You already know the signs of when it’s time to quit your job and become an entrepreneur. But before you start your own freelance business, you should be aware of the pros and cons of your decision. After all, this type of decision has the potential to be life-changing, in either a positive or negative way.
Freelancing can be an incredibly daunting prospect for some as you don’t have consistent work security. Others find freelancing a form of freedom, as you are your boss and have complete freedom.
The best thing to do if you are thinking about leaving behind employment, or going straight into freelancing after graduation or leaving school, is to know what you are getting yourself into. It’s imperative to understand all implications of what you are jumping into. Although you should have some idea what freelancing is like, you can always try it for a short period to see if it is a good fit for you. Check out our extensive list of Wedding Photographers in Melbourne to help capture your special moments.
One of the best ways to get a freelancing taste is to do it as a side job whilst still in employment. This will give you a good idea of the work and hours required from you as well as the benefits you can take advantage of.
Definition of a Freelancer
A freelancer is a self-employed person offering services, usually to businesses and often to multiple clients at a time. The type of work freelancers does vary. A freelancer could provide nearly every kind of service a company would need, including (but not limited to) marketing, such as social media marketing, copywriting, and publicity, writing, such as articles and blog posts, technological support, such as web programming and design, creative works such as graphic design, and financial aid, such as bookkeeping.
According to the Freelancers Union, 55 million Americans–35% of the workforce–have freelance careers, with a combined estimated earning of $1 trillion a year.
Freelancing is so flexible. You can set your hours, working full or part-time on the projects of your choice. While clients can offer specifications to work, a freelancer works similar to an independent contractor, in which he’s free to control how the work is completed. This is an essential distinction for tax purposes because the IRS views employees and independent contractors differently.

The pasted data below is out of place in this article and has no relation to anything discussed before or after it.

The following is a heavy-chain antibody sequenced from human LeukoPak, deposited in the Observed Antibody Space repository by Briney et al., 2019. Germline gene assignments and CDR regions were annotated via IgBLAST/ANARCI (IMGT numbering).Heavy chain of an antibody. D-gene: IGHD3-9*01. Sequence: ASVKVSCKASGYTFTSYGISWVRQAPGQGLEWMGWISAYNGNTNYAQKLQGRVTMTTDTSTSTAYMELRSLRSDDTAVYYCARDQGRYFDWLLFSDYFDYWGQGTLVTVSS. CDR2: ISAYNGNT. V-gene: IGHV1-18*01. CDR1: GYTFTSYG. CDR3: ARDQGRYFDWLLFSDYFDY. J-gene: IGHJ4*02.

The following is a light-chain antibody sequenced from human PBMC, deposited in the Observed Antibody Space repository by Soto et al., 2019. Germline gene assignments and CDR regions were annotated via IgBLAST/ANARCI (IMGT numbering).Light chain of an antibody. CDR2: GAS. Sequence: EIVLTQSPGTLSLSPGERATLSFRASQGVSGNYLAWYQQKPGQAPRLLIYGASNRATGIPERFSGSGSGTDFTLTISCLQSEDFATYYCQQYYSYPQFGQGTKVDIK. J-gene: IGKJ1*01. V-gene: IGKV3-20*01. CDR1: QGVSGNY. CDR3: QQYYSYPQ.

Further, freelancing allows you to set your price, which is often higher than what you’d make as an employee doing the same work.
The regularity of freelance work can vary. Many freelancers work for the same set of clients for a long time. For example, a freelance writer might have a client that requires an article twice a week ongoing.
Others work with clients over shorter periods, usually on specific projects. For example, a freelance web designer might build a website for a client, and once the site is done, so is the working relationship.
Freelancing is equal parts positive and negative. You just have to decide if you’re willing to take the risk that almost always accompanies it. Freelancing means professional freedom, but it also means instability and the risk of failure. And that may not be what you need in your professional life. But suppose you risk your stability for something more in tune with your professional goals than a traditional job. In that case, you have the opportunity to build your name and reputation and reach your professional goals.
Advantages of Being a Freelancer
The first advantage of becoming a freelancer is that you can work whenever you want. You get to choose your hours. If you’re going to sleep in until noon, you can do that. If you’re going to take the weekend off so you can explore the city, by all means, go for it. As a freelancer, you can work during your most productive hours, and those hours don’t have to fall in during regular business hours.
Control Over Jobs and Clients